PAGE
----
Junior Galette’s meeting with the NFL later this month could be more interesting than initially anticipated.
A few days ago, it appeared the New Orleans Saints edge rusher was only going to meet with league brass to discuss a domestic violence allegation that Kenner prosecutors determined was not worth pursuing. From outside appearances, the meeting appeared to be a formality that was going to result in little more than a conversation about the company Galette keeps and some advice to avoid vulnerable situations.
That’s no longer the case.
On Saturday, video resurfaced of a man on a Florida beach fighting another man. He begins swinging a belt to get the crowd to back off, then swings it at a woman who approaches him. The man then leaves, comes back and pulls another man off one of his associates and strikes him several times.
The identity of the man in the video is not clear. The Saints turned the video over to the NFL, which will investigate the matter and try to determine the identity of the man. Galette’s attorney, Ralph Whalen, neither outright confirmed nor denied it was his client in the video.
“I’ve seen it a bunch of times,” Whalen said. “It certainly doesn’t convince me that it’s Junior. I don’t know what basis anyone can look at the video and say that it’s Junior.”
It could be difficult for Galette to explain away some circumstantial evidence. And since he is dealing with the NFL and not a court of law, such evidence could carry much more weight then it would in another setting.
On Saturday night, a photo was provided to The Advocate from Galette’s deleted Instagram account that shows him and four of his associates on a beach in a photo dated March 24, 2013. In it, the men are wearing clothing and shoes similar to what appeared in the video, which was posted to YouTube on March 25, 2013.
If the NFL determines the man in the video is Galette, that he assaulted people on the beach and was not merely protecting himself, he could face a suspension.
The league recently introduced a personal conduct policy that puts the baseline suspension at six games for incidents involving assault, battery, domestic violence, dating violence and child abuse, among other things. It’s not clear whether this incident would fall under those parameters since it occurred in 2013, before the conduct policy was put in place.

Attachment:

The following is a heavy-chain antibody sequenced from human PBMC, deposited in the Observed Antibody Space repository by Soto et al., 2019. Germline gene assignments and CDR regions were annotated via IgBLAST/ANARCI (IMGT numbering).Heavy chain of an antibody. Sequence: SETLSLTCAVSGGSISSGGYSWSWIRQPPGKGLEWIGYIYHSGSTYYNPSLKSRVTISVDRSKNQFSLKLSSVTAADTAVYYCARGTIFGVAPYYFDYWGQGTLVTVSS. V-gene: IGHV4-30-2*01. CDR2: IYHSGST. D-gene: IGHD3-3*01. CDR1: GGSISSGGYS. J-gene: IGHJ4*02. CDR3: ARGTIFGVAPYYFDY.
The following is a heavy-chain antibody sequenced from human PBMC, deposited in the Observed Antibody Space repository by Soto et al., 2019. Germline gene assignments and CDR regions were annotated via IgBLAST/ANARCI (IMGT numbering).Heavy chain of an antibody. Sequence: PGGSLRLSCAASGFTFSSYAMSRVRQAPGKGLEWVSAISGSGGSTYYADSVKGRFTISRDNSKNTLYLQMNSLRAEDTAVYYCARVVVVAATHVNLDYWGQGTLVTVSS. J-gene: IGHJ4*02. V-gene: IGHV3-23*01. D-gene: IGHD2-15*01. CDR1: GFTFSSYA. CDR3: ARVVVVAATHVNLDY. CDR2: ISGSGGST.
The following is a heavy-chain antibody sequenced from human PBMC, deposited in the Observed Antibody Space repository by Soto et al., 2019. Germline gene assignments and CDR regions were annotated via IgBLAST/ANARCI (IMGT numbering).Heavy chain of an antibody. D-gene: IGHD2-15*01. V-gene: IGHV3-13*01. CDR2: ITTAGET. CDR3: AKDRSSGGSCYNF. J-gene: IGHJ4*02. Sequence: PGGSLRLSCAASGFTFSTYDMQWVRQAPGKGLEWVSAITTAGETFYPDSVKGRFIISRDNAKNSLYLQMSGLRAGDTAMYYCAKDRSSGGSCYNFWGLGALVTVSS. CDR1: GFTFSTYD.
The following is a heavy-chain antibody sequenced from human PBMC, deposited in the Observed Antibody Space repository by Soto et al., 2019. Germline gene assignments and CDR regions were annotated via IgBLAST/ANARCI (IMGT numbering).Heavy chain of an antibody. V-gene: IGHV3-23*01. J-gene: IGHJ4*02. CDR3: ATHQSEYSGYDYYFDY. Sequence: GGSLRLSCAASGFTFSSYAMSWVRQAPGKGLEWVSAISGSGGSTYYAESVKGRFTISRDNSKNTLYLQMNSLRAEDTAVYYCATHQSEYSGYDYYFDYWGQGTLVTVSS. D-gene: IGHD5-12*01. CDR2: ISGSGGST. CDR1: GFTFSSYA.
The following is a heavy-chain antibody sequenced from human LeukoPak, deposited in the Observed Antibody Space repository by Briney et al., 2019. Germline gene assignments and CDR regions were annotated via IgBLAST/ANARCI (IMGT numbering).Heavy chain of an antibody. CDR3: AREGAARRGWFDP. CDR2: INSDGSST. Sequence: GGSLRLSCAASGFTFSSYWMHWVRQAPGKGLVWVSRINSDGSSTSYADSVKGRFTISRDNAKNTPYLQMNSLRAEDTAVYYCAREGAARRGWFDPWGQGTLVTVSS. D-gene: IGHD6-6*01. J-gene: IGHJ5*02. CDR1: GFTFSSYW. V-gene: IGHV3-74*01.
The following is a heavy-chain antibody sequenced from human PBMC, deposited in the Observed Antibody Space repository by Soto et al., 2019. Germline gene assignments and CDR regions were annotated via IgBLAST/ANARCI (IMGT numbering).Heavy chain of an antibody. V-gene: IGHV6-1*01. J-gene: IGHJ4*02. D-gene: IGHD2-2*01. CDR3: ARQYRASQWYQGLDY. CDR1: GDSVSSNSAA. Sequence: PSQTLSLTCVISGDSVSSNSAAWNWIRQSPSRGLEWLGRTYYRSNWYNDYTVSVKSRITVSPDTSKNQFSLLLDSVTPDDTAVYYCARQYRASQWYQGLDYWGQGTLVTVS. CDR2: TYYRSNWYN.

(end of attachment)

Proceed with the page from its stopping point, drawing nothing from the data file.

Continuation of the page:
The situation creates difficult terrain for the Saints to navigate. Alone, each situation involving Galette can be defended to some degree. The situation leading to domestic assault charges can be explained away, as can comments he made about the current members of the defense being better than some former Saints greats, which were perceived as disrespectful and caused ripples in the team facility.
Without seeing what prompted the scene on the beach, the man in the video could argue he felt threatened and was trying to defend himself and came back to protect his friend — even if the force of his actions was questionable.
Added together, however, the incidents paint the picture of a series of poor decisions. But if the Saints feel it has become too much to handle, or a distraction, their options could be limited.
Galette signed a four-year, $41.5 million deal last season. If he were released, New Orleans would be on the hook for $17.55 million. Since it is after June 1, the team would pay a $5.45 million salary-cap charge to make Galette go away this season — and $12.1 million in 2016.
The only potential recourse could come if the league suspends Galette. Many contracts, including that of quarterback Drew Brees, allow teams to void the guaranteed money owed to players if they are suspended by the league.
If Galette’s deal contains such a provision, then, if the Saints want a divorce, the best course of action would be to wait and see what the league does, so they can potentially avoid a massive salary-cap charge.
General Manager Mickey Loomis declined to comment earlier this year when asked whether Galette’s deal contains language that would allow the team to void the deal if the pass rusher were suspended.
It’s a surprising reality to consider. Less than 12 months ago, New Orleans was celebrated for securing one of the league’s more promising pass rushers to a somewhat team-friendly deal.
Now, many of those who were heralding the deal are wondering whether there’s a way out.